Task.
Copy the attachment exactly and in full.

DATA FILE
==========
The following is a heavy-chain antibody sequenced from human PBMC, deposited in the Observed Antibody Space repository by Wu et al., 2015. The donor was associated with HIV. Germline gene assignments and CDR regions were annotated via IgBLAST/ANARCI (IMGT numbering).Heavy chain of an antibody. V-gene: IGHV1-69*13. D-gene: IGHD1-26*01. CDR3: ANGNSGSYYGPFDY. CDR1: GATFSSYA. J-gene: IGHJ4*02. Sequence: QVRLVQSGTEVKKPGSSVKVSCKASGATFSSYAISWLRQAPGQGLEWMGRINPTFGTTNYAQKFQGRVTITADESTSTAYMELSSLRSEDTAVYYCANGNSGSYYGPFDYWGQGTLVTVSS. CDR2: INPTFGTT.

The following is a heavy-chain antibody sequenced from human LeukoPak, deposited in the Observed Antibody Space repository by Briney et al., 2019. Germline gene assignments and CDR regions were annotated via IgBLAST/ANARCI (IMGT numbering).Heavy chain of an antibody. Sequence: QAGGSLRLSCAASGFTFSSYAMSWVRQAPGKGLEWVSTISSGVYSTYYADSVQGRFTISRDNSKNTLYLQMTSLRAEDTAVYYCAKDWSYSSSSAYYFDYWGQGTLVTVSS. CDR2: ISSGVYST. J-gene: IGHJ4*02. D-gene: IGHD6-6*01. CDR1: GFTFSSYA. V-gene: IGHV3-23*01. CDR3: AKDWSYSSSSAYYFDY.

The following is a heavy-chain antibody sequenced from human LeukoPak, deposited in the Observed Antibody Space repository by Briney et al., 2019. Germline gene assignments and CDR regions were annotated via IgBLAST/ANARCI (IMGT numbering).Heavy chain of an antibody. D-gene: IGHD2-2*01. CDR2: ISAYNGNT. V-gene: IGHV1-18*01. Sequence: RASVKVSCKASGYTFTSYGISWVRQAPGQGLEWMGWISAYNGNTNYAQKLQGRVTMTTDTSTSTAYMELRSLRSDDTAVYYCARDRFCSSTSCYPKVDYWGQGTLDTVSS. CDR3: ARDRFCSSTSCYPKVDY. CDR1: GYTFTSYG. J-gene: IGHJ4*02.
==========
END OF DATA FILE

The following is a heavy-chain antibody sequenced from human PBMC, deposited in the Observed Antibody Space repository by Wu et al., 2015. The donor was associated with HIV. Germline gene assignments and CDR regions were annotated via IgBLAST/ANARCI (IMGT numbering).Heavy chain of an antibody. V-gene: IGHV1-69*13. D-gene: IGHD1-26*01. CDR3: ANGNSGSYYGPFDY. CDR1: GATFSSYA. J-gene: IGHJ4*02. Sequence: QVRLVQSGTEVKKPGSSVKVSCKASGATFSSYAISWLRQAPGQGLEWMGRINPTFGTTNYAQKFQGRVTITADESTSTAYMELSSLRSEDTAVYYCANGNSGSYYGPFDYWGQGTLVTVSS. CDR2: INPTFGTT.

The following is a heavy-chain antibody sequenced from human LeukoPak, deposited in the Observed Antibody Space repository by Briney et al., 2019. Germline gene assignments and CDR regions were annotated via IgBLAST/ANARCI (IMGT numbering).Heavy chain of an antibody. Sequence: QAGGSLRLSCAASGFTFSSYAMSWVRQAPGKGLEWVSTISSGVYSTYYADSVQGRFTISRDNSKNTLYLQMTSLRAEDTAVYYCAKDWSYSSSSAYYFDYWGQGTLVTVSS. CDR2: ISSGVYST. J-gene: IGHJ4*02. D-gene: IGHD6-6*01. CDR1: GFTFSSYA. V-gene: IGHV3-23*01. CDR3: AKDWSYSSSSAYYFDY.

The following is a heavy-chain antibody sequenced from human LeukoPak, deposited in the Observed Antibody Space repository by Briney et al., 2019. Germline gene assignments and CDR regions were annotated via IgBLAST/ANARCI (IMGT numbering).Heavy chain of an antibody. D-gene: IGHD2-2*01. CDR2: ISAYNGNT. V-gene: IGHV1-18*01. Sequence: RASVKVSCKASGYTFTSYGISWVRQAPGQGLEWMGWISAYNGNTNYAQKLQGRVTMTTDTSTSTAYMELRSLRSDDTAVYYCARDRFCSSTSCYPKVDYWGQGTLDTVSS. CDR3: ARDRFCSSTSCYPKVDY. CDR1: GYTFTSYG. J-gene: IGHJ4*02.